Keep ’em smiling. Incumbent politicians are well-advised to ensure voters are feeling happy prior to an election. But what does happy really mean?
Conventional wisdom has long held the economy is the fount of all happiness. Any politician clever, or lucky, enough to have a healthy job market, rising GDP and low inflation has generally been assumed to have victory in hand. With Canada currently enjoying near-record low unemployment, modest inflation and decent growth, this suggests the current government may be in for an easy ride in the federal election this October.
Unfortunately for Prime Minister Justin Trudeau, the usefulness of economic news as a proxy for voter happiness is looking increasingly doubtful. Last year, for example, Quebec voters showed former premier Philippe Couillard the door despite the fact he’d delivered a near-miracle of rising growth, shrinking debt and falling taxes. Prince Edward Island witnessed a similar tale earlier this year.
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While the economy is never unimportant, we are learning other factors often play a bigger role in voting patterns. George Ward is an expert on voting behaviour at the Massachusetts Institute of Technology; his recently published research reveals self-reported levels of emotional well-being—or “happiness”—is actually a stronger predictor of election outcomes than traditional metrics such as GDP, unemployment and inflation. “We’re finding people seem to respond at the ballot box to their perceived level of well-being,” Ward says in an interview. “Things like mental health, the quality of the environment and overall sense of community can all have important knock-on effects on elections.” Happy folk are more likely to be engaged in the political process, both as voters and volunteers. And they strongly support incumbents.
This makes intuitive sense. If you’re pleased with life in general, you are probably inclined to give the current government another go. But the bad news for incumbents is that the dominant electoral emotion these days doesn’t appear to be happiness, but rather its unpleasant opposite. According to the 2019 Gallup Global Emotions report, 22 per cent of the world’s population said they felt anger the day before they were surveyed—up two points from the previous year’s peak. Global anger “is hitting a new high,” the pollster concluded. The same grim outlook holds for Canada. A recent Nanos poll found Canadians are twice as likely to say they feel angry or pessimistic when thinking about the federal government, as opposed to optimistic. Self-reported happiness is also falling in Canada.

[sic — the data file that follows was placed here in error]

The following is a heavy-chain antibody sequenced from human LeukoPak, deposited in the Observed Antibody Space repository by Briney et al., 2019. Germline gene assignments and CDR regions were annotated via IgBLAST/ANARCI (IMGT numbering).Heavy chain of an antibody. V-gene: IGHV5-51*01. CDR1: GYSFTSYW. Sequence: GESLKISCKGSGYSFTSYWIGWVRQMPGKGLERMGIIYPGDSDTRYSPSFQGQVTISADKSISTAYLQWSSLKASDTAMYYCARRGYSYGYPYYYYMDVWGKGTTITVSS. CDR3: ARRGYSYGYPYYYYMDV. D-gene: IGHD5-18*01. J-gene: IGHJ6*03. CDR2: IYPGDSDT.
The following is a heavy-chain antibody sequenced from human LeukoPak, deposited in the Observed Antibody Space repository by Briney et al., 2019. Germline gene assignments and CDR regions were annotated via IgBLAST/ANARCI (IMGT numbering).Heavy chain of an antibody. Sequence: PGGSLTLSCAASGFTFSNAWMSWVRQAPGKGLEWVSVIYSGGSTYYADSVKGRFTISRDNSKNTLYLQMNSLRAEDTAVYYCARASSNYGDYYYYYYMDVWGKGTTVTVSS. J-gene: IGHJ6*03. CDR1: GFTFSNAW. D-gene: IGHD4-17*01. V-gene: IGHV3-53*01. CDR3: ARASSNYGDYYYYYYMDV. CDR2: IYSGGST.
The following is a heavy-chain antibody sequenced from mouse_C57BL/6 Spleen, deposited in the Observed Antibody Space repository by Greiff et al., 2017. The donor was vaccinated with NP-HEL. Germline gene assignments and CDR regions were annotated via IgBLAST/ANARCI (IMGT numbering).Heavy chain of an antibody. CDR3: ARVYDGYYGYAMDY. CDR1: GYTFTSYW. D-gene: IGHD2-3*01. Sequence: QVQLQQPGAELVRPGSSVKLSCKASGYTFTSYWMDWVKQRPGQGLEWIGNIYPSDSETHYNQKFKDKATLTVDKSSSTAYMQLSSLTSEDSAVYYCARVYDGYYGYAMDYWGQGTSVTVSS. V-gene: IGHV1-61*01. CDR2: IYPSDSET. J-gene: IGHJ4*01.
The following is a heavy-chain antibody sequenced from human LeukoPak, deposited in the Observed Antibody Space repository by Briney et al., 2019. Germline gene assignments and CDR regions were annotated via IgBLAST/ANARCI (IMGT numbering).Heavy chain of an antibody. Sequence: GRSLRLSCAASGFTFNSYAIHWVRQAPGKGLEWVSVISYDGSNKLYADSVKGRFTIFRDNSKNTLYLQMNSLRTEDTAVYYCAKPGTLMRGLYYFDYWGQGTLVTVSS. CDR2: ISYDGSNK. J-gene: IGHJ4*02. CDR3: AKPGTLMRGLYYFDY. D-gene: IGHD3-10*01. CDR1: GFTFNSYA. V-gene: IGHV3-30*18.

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Angry voters are typically less likely to vote, but when they do, they want big status-quo upsetting changes of the sort seen in the 2016 Brexit vote and the election of U.S. President Donald Trump. (Of course, sometimes these feelings have nothing to do with politics; Ward points out bereaved widows are more likely to vote against incumbent governments, presumably because they’re displeased with how their lives are going.)
All this presents something of a political conundrum: while anger looks to be in ascendancy around the world, happy voters remain more reliable and engaged members of society. So where should a politician place his or her bets? Ward’s research suggests anger-friendly populists such as Trump may have found new ways to activate their relatively small and typically unenthusiastic cohort of voters using social media or other motivational techniques in ways that have temporarily overwhelmed more contented folk. It is also possible that many voters simply need some new reasons to feel good about themselves in these discordant times. This suggests to us, as optimists, that there’s plenty of room for savvy Canadian politicians to return happy voters to their traditional position of dominance by committing to a civil, inclusive and passionately upbeat campaign this October.
Instead of stoking fear and resentment, we suggest politicians focus on making voters feel better about themselves and others. Surely that’s the winning strategy.